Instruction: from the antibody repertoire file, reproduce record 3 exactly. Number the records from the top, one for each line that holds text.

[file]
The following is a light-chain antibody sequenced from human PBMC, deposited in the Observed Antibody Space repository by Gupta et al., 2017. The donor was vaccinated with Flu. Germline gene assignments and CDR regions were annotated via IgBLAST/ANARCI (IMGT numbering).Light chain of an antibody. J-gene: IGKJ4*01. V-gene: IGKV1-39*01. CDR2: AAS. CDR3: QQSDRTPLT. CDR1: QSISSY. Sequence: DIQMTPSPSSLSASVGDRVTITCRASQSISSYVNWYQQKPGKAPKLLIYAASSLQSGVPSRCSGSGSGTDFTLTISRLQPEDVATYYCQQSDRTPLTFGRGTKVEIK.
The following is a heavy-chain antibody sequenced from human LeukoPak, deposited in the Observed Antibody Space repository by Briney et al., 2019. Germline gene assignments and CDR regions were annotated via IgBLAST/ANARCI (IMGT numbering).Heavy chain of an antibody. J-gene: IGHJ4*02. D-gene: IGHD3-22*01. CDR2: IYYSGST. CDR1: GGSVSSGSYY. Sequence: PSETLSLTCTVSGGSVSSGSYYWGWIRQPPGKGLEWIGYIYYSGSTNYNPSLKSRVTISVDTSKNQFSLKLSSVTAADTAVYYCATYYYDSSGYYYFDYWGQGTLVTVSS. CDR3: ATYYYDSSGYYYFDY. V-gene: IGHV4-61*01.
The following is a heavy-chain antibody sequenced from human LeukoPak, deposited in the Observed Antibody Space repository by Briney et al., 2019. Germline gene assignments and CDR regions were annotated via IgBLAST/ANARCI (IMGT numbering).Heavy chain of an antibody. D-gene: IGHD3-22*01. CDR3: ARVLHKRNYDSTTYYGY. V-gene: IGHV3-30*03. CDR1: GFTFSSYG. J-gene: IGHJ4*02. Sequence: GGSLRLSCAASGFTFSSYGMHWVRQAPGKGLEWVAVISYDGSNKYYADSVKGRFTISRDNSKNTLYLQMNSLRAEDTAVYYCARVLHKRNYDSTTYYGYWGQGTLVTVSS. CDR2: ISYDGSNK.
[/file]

The following is a heavy-chain antibody sequenced from human LeukoPak, deposited in the Observed Antibody Space repository by Briney et al., 2019. Germline gene assignments and CDR regions were annotated via IgBLAST/ANARCI (IMGT numbering).Heavy chain of an antibody. D-gene: IGHD3-22*01. CDR3: ARVLHKRNYDSTTYYGY. V-gene: IGHV3-30*03. CDR1: GFTFSSYG. J-gene: IGHJ4*02. Sequence: GGSLRLSCAASGFTFSSYGMHWVRQAPGKGLEWVAVISYDGSNKYYADSVKGRFTISRDNSKNTLYLQMNSLRAEDTAVYYCARVLHKRNYDSTTYYGYWGQGTLVTVSS. CDR2: ISYDGSNK.